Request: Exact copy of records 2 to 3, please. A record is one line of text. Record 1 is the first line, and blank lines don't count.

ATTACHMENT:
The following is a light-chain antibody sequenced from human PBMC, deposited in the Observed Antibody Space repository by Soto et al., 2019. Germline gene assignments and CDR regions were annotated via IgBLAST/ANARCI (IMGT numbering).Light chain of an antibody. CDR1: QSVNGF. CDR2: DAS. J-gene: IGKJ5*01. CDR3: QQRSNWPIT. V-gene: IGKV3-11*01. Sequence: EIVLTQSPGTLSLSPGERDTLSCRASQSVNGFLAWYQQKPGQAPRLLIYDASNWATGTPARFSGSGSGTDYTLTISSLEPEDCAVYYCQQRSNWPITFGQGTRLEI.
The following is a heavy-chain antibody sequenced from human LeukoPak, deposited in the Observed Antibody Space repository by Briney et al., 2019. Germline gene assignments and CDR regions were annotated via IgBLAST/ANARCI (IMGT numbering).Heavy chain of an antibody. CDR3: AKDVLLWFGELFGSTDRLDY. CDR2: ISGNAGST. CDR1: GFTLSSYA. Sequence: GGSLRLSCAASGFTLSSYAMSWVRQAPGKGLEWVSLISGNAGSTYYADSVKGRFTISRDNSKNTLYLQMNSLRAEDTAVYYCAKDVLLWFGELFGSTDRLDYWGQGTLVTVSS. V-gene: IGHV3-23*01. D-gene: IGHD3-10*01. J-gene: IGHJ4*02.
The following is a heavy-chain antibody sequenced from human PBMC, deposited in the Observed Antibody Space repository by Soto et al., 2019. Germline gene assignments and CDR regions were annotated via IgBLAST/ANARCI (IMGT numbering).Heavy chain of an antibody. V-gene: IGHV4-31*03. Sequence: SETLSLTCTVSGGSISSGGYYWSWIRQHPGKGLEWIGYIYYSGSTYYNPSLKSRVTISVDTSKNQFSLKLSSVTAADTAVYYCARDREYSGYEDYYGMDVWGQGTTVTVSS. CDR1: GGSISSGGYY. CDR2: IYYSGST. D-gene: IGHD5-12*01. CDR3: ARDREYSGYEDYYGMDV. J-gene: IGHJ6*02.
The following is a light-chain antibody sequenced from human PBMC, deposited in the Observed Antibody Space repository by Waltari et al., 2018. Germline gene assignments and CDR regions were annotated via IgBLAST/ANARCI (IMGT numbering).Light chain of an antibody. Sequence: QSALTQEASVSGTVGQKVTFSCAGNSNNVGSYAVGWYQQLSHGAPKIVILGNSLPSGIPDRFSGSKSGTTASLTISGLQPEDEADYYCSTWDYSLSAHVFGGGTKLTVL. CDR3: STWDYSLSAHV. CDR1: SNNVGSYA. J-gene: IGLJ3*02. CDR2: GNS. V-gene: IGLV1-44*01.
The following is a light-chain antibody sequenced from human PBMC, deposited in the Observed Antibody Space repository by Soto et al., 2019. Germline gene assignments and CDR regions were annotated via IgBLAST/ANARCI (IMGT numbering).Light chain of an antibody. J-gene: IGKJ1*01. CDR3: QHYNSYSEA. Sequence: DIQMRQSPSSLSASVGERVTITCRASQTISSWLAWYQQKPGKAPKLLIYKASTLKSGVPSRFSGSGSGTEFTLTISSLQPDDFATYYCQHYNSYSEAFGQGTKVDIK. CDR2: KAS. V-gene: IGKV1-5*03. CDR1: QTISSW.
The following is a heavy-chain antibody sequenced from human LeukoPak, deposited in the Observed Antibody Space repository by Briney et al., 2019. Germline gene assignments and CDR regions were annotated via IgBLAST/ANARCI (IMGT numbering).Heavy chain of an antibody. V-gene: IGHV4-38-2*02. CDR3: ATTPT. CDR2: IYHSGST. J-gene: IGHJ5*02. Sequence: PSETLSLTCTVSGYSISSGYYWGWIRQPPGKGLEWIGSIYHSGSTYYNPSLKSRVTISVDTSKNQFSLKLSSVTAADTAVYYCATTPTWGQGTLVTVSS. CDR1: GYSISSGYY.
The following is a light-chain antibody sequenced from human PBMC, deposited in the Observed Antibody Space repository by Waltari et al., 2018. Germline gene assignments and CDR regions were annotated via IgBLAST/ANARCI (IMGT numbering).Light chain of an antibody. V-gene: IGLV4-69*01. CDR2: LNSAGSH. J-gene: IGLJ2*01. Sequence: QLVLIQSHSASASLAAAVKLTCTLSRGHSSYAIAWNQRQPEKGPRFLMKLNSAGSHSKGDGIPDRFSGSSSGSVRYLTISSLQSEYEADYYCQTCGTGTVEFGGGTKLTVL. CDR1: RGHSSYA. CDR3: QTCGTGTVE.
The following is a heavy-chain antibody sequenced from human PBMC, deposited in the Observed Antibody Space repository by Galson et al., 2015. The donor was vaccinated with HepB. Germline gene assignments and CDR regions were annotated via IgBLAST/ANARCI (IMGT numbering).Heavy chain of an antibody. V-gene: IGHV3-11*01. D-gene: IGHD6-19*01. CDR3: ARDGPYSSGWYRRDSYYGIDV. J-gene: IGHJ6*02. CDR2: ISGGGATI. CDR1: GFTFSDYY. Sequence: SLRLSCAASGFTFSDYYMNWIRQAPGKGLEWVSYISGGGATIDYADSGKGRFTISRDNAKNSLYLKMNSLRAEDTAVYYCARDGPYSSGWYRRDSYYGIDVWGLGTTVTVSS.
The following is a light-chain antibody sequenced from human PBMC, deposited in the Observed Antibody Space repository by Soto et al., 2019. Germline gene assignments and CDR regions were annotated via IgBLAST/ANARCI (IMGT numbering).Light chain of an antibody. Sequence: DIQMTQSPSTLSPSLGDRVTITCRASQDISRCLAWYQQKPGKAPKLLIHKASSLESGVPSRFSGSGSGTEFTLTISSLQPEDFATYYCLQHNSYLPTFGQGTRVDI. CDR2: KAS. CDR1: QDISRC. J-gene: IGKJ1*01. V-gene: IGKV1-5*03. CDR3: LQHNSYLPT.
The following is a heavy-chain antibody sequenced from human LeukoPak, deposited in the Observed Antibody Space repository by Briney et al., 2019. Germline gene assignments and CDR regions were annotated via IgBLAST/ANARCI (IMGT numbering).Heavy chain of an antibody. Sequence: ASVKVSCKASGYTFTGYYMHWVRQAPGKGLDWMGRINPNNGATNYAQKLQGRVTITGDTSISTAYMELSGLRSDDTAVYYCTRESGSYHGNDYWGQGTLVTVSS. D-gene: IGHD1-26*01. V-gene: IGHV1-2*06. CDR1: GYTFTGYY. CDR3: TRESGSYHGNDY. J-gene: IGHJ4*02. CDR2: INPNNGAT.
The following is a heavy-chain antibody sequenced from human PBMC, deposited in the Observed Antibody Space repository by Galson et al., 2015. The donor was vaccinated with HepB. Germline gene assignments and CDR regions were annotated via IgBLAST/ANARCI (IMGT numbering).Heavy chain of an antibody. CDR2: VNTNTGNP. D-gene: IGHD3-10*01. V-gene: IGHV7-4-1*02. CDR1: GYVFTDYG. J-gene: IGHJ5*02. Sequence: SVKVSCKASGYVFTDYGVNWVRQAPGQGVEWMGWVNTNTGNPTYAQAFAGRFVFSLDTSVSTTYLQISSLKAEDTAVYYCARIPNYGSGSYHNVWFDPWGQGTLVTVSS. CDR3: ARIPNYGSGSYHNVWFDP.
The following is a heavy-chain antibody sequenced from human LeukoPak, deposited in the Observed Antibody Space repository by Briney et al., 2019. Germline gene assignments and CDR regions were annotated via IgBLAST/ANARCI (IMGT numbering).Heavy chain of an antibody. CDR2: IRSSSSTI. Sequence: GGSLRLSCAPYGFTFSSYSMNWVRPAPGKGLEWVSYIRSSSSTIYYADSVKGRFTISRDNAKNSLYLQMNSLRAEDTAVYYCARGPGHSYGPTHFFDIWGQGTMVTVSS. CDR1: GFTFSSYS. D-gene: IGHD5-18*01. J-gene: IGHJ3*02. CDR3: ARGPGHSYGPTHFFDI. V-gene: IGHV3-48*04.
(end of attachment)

The following is a heavy-chain antibody sequenced from human LeukoPak, deposited in the Observed Antibody Space repository by Briney et al., 2019. Germline gene assignments and CDR regions were annotated via IgBLAST/ANARCI (IMGT numbering).Heavy chain of an antibody. CDR3: AKDVLLWFGELFGSTDRLDY. CDR2: ISGNAGST. CDR1: GFTLSSYA. Sequence: GGSLRLSCAASGFTLSSYAMSWVRQAPGKGLEWVSLISGNAGSTYYADSVKGRFTISRDNSKNTLYLQMNSLRAEDTAVYYCAKDVLLWFGELFGSTDRLDYWGQGTLVTVSS. V-gene: IGHV3-23*01. D-gene: IGHD3-10*01. J-gene: IGHJ4*02.
The following is a heavy-chain antibody sequenced from human PBMC, deposited in the Observed Antibody Space repository by Soto et al., 2019. Germline gene assignments and CDR regions were annotated via IgBLAST/ANARCI (IMGT numbering).Heavy chain of an antibody. V-gene: IGHV4-31*03. Sequence: SETLSLTCTVSGGSISSGGYYWSWIRQHPGKGLEWIGYIYYSGSTYYNPSLKSRVTISVDTSKNQFSLKLSSVTAADTAVYYCARDREYSGYEDYYGMDVWGQGTTVTVSS. CDR1: GGSISSGGYY. CDR2: IYYSGST. D-gene: IGHD5-12*01. CDR3: ARDREYSGYEDYYGMDV. J-gene: IGHJ6*02.